4

In one of my bullets for leadership experience, I state:

-Organizing electronics team schedule, meetings, deadlines and other criteria

I think the "other criteria" part doesn't make sense, Is this glaring enough for an engineering firm to notice?

If so, is it worth resending?

  • 1
    If you have a small wording mistake in something you send out, be confident in your error until they call you on it. Then "notice" it and correct it soon as you can. – Dopeybob435 Jul 31 '15 at 16:01
  • What do you mean by "notice it and correct" are you talking about during an interview or? – Adam Jul 31 '15 at 17:02
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    It's important to consider who will be reading this. One screen will be HR who will look for keywords and trash or keep based on that alone. The other screen will be the hiring manager who can find a good engineer in spite of a minor ambiguity on a resume. – corsiKa Jul 31 '15 at 18:18
27

You've already sent it out. Sending out another one in such a short time is likely to be seen as spamming and could do more damage to your image and how the company perceives you than two unnecessary words on your resume. The only time you would really send out another resume to the same firm is if your first resume was the wrong format or did not contain the relevant information pertaining to that firm's vacant position.

Such a small matter like those two words are unlikely to make a big difference. I recommend just not worrying about it and keep trekking forward in your job search.

2

Definitely, definitely correct your resume to make sure an end comes to that phrase.

Do send it to new potential employers.

Don't bother resending to anyone just for that change. 90% won't notice it. 99% won't care. The one percent who do care you do not want to work for.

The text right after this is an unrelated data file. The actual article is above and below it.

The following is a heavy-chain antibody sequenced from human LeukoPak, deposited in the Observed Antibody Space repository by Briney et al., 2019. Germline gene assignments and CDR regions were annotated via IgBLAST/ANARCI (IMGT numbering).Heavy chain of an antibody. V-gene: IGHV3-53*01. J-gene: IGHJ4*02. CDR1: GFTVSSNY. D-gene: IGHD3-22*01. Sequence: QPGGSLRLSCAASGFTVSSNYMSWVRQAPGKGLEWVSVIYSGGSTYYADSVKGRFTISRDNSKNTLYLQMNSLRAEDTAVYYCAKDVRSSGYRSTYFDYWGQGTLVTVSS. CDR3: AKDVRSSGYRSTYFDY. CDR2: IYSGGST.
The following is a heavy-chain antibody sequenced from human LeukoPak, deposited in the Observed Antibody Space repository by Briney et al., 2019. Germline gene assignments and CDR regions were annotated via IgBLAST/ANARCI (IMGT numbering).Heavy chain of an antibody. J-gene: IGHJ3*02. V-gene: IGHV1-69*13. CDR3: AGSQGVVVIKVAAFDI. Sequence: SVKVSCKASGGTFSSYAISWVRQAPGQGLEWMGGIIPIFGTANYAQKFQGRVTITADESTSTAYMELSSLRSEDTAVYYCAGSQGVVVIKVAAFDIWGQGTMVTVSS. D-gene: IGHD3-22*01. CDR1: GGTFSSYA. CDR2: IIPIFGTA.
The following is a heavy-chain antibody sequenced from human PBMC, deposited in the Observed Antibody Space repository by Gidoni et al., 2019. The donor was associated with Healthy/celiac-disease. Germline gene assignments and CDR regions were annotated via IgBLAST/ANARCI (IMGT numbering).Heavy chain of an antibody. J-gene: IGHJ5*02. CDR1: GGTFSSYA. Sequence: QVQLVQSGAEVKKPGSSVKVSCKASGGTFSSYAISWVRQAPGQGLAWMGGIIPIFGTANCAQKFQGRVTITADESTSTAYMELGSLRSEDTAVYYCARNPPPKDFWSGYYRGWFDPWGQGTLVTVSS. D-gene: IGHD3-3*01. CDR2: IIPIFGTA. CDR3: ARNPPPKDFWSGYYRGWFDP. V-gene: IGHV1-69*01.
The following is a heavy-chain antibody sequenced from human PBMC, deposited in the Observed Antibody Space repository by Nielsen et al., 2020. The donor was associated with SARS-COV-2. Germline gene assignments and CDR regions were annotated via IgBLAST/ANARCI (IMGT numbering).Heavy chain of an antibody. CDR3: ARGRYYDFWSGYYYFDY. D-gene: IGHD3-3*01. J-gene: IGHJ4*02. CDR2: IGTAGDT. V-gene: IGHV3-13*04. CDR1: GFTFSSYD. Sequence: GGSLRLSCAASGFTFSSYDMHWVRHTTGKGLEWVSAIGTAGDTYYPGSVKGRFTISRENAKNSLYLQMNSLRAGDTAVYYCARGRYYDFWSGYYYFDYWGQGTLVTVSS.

0

It's good you recognize it as a somewhat weak resume statement about leadership. As one who reads a lot of resumes, fuzzy statements like that can lower my opinion of the candidate, especially if they have some years of experience under their belt. You should revise your resume and send it again to the company(s) with the explanation that you want them to have the most recent update to your resume (don't highlight what you changed).

But remember, you have no control over where your resumes get sent, and when, so be prepared for that phrase to show up. If it does, and they ask you about it, be prepared with a response of what "other criteria" was intended to imply. A good response will erase any doubts they may have about that phrase and what it might have implied.

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    If one awkward bullet point on your resume makes the difference between your being invited for an interview or not, you are already considered a pretty borderline candidate. I don't see any likely scenario where re-sending your resume just to tweak phrasing (as opposed to correcting a statement of fact) would be the difference between getting the interview or not, and once you're in the interview, the resume is just so much paper and ink. – Air Jul 31 '15 at 16:23
  • Note that I didn't say it would kill the chance of the interview, only that it would lower my opinion of the person. Maybe I'm too strict, but if working at our company is important to you, I would expect your primary marketing piece to be done well. It's not a killer to send a new document and tell me that it's the most up-to-date version of it. Obviously most folks think it's not a big deal. I'm just different, I suppose. – Kent A. Jul 31 '15 at 17:33
  • I kinda agree with this in that if I were to receive an updated cv I'd look at it. However, by the time you resent the cv the chances are we've either invited you for an interview or not. Changing a couple of words isn't going to make any difference, at all. CVs are unrepresentative of actual experience anyway and broad swathes are more important. – Ben Jul 31 '15 at 21:43

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